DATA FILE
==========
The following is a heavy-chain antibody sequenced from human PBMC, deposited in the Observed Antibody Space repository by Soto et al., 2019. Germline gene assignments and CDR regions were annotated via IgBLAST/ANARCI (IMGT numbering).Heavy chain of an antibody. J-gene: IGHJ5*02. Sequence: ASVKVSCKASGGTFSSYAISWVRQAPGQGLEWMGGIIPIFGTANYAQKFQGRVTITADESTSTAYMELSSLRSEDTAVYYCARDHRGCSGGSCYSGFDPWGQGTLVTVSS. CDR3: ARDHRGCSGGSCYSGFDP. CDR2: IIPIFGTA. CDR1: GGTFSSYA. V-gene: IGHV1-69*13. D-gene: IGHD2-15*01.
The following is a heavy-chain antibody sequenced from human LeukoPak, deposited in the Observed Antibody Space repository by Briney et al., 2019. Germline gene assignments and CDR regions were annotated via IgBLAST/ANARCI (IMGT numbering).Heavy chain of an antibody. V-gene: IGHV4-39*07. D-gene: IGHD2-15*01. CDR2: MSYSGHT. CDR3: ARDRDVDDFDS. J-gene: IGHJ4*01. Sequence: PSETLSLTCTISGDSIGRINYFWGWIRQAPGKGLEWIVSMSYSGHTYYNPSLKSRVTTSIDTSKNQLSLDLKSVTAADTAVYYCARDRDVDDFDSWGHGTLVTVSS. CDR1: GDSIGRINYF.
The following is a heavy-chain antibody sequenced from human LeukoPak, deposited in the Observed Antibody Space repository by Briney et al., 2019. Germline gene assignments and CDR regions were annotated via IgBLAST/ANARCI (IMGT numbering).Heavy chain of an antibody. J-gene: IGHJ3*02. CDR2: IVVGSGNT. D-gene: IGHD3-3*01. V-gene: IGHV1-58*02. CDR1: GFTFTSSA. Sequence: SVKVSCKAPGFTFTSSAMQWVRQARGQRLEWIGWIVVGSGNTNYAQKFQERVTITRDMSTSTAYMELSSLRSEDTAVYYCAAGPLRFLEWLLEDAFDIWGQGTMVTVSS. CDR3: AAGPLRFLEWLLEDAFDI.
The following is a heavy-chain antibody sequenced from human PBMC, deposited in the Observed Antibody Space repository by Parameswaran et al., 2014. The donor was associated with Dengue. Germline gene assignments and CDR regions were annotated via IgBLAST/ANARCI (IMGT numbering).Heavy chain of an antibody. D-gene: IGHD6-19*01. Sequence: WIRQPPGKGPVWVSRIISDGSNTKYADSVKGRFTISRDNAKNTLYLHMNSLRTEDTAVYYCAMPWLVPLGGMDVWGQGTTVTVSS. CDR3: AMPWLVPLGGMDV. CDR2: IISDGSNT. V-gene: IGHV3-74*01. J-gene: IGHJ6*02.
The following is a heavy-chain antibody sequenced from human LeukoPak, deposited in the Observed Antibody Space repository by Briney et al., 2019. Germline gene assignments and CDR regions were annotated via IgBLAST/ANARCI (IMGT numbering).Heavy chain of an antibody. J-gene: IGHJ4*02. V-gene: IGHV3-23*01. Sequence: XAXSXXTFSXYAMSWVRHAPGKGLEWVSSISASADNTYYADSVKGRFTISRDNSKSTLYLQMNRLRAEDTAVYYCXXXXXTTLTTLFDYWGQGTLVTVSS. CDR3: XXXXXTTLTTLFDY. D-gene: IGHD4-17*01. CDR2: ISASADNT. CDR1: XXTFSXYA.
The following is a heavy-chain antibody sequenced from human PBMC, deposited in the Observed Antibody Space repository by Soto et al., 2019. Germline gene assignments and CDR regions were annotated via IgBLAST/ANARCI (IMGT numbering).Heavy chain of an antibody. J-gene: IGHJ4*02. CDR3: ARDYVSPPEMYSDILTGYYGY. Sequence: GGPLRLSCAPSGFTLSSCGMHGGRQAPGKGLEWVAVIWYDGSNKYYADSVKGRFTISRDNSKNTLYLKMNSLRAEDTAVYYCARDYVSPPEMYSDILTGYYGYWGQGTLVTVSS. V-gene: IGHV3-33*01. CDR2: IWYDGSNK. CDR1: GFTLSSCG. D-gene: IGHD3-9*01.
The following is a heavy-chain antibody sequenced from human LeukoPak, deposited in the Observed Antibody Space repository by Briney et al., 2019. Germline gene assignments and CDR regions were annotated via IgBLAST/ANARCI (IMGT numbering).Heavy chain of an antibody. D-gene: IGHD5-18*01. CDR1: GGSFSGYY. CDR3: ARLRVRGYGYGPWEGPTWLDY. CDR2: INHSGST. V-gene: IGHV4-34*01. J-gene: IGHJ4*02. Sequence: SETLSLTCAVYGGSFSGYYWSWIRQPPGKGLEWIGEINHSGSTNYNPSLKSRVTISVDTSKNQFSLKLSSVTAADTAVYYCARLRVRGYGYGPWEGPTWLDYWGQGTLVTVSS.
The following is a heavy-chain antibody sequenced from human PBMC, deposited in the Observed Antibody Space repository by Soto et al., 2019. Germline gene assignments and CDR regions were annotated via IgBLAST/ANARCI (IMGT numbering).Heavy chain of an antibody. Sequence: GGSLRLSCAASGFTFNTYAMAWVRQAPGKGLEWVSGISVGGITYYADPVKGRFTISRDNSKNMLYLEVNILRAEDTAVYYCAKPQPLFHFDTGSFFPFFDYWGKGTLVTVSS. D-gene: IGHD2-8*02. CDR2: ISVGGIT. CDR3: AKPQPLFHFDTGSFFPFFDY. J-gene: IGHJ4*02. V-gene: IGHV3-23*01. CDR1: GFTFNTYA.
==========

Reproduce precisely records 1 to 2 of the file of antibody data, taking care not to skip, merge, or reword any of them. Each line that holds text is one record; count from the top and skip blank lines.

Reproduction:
The following is a heavy-chain antibody sequenced from human PBMC, deposited in the Observed Antibody Space repository by Soto et al., 2019. Germline gene assignments and CDR regions were annotated via IgBLAST/ANARCI (IMGT numbering).Heavy chain of an antibody. J-gene: IGHJ5*02. Sequence: ASVKVSCKASGGTFSSYAISWVRQAPGQGLEWMGGIIPIFGTANYAQKFQGRVTITADESTSTAYMELSSLRSEDTAVYYCARDHRGCSGGSCYSGFDPWGQGTLVTVSS. CDR3: ARDHRGCSGGSCYSGFDP. CDR2: IIPIFGTA. CDR1: GGTFSSYA. V-gene: IGHV1-69*13. D-gene: IGHD2-15*01.
The following is a heavy-chain antibody sequenced from human LeukoPak, deposited in the Observed Antibody Space repository by Briney et al., 2019. Germline gene assignments and CDR regions were annotated via IgBLAST/ANARCI (IMGT numbering).Heavy chain of an antibody. V-gene: IGHV4-39*07. D-gene: IGHD2-15*01. CDR2: MSYSGHT. CDR3: ARDRDVDDFDS. J-gene: IGHJ4*01. Sequence: PSETLSLTCTISGDSIGRINYFWGWIRQAPGKGLEWIVSMSYSGHTYYNPSLKSRVTTSIDTSKNQLSLDLKSVTAADTAVYYCARDRDVDDFDSWGHGTLVTVSS. CDR1: GDSIGRINYF.